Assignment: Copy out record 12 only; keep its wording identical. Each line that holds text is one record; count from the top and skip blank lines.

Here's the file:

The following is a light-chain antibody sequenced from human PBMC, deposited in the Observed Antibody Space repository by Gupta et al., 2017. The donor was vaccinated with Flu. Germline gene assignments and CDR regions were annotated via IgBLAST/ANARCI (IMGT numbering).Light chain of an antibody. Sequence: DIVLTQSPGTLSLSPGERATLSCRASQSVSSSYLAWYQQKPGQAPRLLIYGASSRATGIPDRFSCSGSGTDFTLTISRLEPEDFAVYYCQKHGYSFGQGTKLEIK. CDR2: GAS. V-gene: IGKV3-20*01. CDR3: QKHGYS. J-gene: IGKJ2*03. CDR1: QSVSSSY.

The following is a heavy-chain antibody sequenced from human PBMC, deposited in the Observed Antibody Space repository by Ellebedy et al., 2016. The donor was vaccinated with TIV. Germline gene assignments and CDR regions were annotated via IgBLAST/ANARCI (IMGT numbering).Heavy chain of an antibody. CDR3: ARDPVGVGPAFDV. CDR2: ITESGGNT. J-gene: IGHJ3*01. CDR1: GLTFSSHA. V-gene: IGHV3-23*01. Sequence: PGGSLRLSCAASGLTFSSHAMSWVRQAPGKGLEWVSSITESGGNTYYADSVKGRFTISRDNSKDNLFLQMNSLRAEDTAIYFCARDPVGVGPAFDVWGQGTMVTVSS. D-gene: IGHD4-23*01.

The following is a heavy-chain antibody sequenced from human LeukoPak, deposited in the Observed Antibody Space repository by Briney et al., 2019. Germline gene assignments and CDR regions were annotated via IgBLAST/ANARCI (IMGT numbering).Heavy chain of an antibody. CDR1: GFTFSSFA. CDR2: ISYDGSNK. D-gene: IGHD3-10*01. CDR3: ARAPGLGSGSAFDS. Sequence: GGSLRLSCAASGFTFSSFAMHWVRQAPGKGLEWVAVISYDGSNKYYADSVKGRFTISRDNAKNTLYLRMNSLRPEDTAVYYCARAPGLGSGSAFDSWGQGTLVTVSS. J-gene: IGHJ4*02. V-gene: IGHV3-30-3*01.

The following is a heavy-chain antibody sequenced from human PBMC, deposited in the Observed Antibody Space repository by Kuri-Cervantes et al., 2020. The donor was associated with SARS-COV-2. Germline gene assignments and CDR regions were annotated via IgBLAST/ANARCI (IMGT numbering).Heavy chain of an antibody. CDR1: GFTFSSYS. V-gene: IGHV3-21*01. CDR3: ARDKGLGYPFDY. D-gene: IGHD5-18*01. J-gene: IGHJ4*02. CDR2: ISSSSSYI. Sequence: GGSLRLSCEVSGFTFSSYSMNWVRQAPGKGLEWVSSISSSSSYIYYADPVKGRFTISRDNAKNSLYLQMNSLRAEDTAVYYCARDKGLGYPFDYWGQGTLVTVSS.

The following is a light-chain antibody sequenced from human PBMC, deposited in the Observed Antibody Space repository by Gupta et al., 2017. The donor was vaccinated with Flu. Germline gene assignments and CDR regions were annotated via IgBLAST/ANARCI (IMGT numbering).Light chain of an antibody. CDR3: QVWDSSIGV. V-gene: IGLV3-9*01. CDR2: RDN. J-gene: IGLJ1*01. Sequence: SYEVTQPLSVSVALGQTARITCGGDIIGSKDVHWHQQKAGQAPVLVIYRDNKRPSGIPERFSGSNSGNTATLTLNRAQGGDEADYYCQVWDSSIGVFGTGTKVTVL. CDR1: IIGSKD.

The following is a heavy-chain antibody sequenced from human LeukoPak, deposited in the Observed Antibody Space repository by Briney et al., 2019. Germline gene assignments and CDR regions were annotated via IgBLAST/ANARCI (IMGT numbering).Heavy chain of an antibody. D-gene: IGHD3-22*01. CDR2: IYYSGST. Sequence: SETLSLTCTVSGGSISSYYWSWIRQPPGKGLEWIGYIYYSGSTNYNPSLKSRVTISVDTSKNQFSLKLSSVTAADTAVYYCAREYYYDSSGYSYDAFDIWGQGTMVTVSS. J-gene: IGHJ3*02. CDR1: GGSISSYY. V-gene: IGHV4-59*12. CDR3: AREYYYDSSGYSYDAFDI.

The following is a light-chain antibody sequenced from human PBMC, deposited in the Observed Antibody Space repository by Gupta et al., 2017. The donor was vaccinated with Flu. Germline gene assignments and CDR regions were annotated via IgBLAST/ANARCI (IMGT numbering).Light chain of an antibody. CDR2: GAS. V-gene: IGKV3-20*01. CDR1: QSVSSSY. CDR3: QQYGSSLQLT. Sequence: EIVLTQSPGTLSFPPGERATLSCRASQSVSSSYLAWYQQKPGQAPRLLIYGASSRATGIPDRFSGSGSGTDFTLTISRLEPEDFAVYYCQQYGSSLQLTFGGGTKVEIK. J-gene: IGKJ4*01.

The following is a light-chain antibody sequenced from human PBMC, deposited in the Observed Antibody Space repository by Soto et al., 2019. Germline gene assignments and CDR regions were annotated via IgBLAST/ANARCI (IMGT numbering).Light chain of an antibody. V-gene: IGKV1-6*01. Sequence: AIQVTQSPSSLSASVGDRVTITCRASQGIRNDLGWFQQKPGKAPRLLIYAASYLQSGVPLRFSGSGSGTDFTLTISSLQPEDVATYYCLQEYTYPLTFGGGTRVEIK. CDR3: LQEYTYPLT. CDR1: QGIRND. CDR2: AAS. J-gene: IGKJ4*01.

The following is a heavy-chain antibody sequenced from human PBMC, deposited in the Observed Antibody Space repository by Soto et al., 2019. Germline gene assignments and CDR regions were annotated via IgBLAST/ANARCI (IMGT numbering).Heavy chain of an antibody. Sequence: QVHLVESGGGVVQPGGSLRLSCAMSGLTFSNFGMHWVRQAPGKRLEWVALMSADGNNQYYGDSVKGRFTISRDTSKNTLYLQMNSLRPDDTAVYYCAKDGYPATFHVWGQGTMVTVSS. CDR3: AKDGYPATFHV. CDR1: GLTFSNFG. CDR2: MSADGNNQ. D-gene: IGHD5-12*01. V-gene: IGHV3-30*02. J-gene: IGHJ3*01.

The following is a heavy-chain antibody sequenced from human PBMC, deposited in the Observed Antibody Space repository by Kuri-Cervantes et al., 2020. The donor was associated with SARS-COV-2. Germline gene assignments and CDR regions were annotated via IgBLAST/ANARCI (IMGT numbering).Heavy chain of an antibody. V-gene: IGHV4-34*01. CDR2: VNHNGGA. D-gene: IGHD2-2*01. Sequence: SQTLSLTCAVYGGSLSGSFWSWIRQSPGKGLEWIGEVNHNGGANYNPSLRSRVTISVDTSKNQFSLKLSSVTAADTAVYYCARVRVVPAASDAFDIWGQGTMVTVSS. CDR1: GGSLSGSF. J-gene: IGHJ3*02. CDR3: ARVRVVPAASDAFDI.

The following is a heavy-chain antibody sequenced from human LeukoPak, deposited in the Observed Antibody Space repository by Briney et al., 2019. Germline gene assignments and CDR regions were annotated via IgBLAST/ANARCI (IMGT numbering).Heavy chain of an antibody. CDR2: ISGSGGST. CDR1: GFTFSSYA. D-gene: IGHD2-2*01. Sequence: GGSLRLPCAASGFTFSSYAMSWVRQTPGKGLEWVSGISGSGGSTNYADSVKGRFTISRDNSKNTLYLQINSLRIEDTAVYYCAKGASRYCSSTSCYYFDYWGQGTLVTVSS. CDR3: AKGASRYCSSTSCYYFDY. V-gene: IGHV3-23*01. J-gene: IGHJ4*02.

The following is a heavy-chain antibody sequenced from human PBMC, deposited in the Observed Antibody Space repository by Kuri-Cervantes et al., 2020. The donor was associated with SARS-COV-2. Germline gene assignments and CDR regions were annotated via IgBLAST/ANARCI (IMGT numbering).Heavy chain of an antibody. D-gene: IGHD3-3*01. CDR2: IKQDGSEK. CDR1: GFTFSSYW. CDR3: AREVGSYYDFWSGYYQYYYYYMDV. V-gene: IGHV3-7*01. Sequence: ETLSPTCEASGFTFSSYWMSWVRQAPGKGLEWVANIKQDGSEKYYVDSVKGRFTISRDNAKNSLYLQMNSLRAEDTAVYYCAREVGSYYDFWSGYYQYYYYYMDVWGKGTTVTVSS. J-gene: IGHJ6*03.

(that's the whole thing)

The following is a heavy-chain antibody sequenced from human PBMC, deposited in the Observed Antibody Space repository by Kuri-Cervantes et al., 2020. The donor was associated with SARS-COV-2. Germline gene assignments and CDR regions were annotated via IgBLAST/ANARCI (IMGT numbering).Heavy chain of an antibody. D-gene: IGHD3-3*01. CDR2: IKQDGSEK. CDR1: GFTFSSYW. CDR3: AREVGSYYDFWSGYYQYYYYYMDV. V-gene: IGHV3-7*01. Sequence: ETLSPTCEASGFTFSSYWMSWVRQAPGKGLEWVANIKQDGSEKYYVDSVKGRFTISRDNAKNSLYLQMNSLRAEDTAVYYCAREVGSYYDFWSGYYQYYYYYMDVWGKGTTVTVSS. J-gene: IGHJ6*03.